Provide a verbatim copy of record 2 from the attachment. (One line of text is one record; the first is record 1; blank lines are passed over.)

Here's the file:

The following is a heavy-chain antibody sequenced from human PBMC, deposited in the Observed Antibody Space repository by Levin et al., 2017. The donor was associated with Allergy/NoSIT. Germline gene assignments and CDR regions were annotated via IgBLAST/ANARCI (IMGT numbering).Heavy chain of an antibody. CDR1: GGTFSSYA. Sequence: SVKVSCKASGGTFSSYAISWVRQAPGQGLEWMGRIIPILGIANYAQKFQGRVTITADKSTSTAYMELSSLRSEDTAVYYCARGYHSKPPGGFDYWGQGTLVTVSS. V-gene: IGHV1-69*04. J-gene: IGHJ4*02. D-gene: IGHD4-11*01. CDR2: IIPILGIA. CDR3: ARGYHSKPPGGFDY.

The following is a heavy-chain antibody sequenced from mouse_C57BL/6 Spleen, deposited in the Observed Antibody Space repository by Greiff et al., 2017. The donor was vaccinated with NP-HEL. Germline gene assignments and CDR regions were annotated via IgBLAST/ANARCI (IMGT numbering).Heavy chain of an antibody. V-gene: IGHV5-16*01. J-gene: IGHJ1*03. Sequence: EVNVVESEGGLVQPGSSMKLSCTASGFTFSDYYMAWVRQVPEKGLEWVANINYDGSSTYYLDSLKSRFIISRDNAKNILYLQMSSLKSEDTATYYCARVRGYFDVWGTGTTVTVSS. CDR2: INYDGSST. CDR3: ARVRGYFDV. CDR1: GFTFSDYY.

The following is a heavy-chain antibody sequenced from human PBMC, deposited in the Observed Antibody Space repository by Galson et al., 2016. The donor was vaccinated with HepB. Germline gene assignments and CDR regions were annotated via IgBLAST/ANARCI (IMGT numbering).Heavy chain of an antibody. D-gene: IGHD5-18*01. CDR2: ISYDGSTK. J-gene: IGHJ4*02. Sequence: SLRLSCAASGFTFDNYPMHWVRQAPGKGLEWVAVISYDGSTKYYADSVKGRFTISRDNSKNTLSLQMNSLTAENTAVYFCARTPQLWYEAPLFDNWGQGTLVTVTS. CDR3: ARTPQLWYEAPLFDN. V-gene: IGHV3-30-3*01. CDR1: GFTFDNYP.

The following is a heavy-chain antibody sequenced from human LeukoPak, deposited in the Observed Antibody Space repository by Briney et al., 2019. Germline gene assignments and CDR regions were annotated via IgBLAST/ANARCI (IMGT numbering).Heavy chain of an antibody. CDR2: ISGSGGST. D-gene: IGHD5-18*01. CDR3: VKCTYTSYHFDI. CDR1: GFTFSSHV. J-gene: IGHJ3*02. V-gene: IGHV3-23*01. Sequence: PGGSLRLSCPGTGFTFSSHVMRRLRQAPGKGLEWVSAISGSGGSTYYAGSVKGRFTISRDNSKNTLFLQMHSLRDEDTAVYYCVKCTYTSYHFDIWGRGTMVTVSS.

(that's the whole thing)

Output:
The following is a heavy-chain antibody sequenced from mouse_C57BL/6 Spleen, deposited in the Observed Antibody Space repository by Greiff et al., 2017. The donor was vaccinated with NP-HEL. Germline gene assignments and CDR regions were annotated via IgBLAST/ANARCI (IMGT numbering).Heavy chain of an antibody. V-gene: IGHV5-16*01. J-gene: IGHJ1*03. Sequence: EVNVVESEGGLVQPGSSMKLSCTASGFTFSDYYMAWVRQVPEKGLEWVANINYDGSSTYYLDSLKSRFIISRDNAKNILYLQMSSLKSEDTATYYCARVRGYFDVWGTGTTVTVSS. CDR2: INYDGSST. CDR3: ARVRGYFDV. CDR1: GFTFSDYY.